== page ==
Friday, May 21

The Spiritual Life of Young Adults

The last worship time of the year is almost always one of the best. Our tradition at Christ on Campus is to give students who are graduating the opportunity to share what God has done in their lives during their time at the University of Arkansas. It is probably my favorite week of the year as we get to hear stories of changed hearts, changed lives, and changed visions.

This year was no exception. Several students shared during the service. They came from Illinois to Mississippi to California to Georgia, as well as from Peru and South Korea and England. Some had grown up going to church all of their lives. Others had never stepped into a church until they arrived at the UofA. Some shared about the darkness and hopelessness they had felt in life until they came to know Christ and the joy and life he brings. Some talked about the disappointment they had felt with churches or Christians and their renewed commitment to and excitement about their relationship with God. Others talked about how God had changed their vision for their lives and how excited they were to serve him and make a difference where they were with the gifts that he has given them.

It is the kind of day that reminds me of why I love campus ministry and why I have done this for 28 years - and will continue to do this until God tells me to quit. Changed lives and changed hearts. A vision of being used by God to touch the world - not just in a distant land but wherever God puts them in their career.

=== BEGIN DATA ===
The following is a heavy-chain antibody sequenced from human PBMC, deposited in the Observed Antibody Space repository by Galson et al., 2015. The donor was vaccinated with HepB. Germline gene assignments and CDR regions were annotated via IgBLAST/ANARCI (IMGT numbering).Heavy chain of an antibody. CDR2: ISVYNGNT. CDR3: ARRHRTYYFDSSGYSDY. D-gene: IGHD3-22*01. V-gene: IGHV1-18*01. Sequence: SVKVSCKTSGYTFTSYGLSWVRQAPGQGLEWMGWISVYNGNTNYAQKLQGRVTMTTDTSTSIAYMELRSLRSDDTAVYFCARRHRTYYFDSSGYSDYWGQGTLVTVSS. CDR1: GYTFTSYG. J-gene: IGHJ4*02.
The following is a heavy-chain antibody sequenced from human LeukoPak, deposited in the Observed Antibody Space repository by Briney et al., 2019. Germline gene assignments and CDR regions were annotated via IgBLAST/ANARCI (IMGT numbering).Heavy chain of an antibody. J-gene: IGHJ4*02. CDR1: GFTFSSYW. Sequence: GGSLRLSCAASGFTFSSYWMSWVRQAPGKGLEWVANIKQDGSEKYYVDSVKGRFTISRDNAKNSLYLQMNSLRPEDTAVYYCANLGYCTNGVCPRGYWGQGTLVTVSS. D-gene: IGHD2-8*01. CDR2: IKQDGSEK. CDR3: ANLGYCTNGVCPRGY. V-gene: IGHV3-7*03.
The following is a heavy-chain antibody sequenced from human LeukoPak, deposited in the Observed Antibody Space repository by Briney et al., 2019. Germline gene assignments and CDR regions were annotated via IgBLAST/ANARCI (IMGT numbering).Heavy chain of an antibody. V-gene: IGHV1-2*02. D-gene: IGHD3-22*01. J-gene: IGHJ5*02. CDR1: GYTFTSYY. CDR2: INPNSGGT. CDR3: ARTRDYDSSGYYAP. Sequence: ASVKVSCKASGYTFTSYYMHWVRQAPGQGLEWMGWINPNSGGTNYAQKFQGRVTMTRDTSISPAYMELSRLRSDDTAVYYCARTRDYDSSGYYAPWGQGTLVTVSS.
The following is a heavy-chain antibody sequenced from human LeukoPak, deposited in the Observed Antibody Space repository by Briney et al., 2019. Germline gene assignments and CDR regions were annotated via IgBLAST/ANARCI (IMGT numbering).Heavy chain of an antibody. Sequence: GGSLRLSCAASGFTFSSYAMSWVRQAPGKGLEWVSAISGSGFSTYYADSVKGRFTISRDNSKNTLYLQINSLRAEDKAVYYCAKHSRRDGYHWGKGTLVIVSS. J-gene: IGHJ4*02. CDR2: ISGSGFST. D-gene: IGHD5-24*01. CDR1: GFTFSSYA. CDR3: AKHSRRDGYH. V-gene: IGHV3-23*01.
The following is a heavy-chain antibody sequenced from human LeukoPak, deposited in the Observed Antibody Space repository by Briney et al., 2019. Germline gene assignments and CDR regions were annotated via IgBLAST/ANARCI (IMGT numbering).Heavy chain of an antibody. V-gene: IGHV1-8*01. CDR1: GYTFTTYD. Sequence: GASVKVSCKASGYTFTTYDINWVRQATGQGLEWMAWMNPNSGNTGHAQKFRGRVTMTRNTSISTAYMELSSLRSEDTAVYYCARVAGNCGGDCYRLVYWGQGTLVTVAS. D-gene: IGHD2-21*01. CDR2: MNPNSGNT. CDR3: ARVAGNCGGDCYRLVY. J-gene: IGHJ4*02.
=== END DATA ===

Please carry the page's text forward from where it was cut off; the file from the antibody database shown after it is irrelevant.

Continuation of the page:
Some recent articles have come out that don't shed a positive light on the spiritual life of young adults. A recent article in USA Today starts off:

"Most young adults today don't pray, don't worship and don't read the Bible a major survey by a Christian research firm shows. If the trend continues, 'the Millennial generation will see churches closing as quickly as GM dealerships.'"

However, another article that recently appeared the Leadership Journal starts off this way:

"If you want to rile up church leaders, drag out dubious statistics about how many Christians fall away from the faith after high school. We fear for our youth, that they'll rebel against what their parents and churches taught when they leave home and the youth group. But what if we're wrong? What if our particular fears about 'emerging adulthood,' the period between the ages of 18 and 29, are unfounded?"

There are difficult times for Christians on university campuses. But that's not the whole story. God is still changing lives on college campuses. And God is still raising up leaders for his Kingdom who will make a difference in the generation to come.

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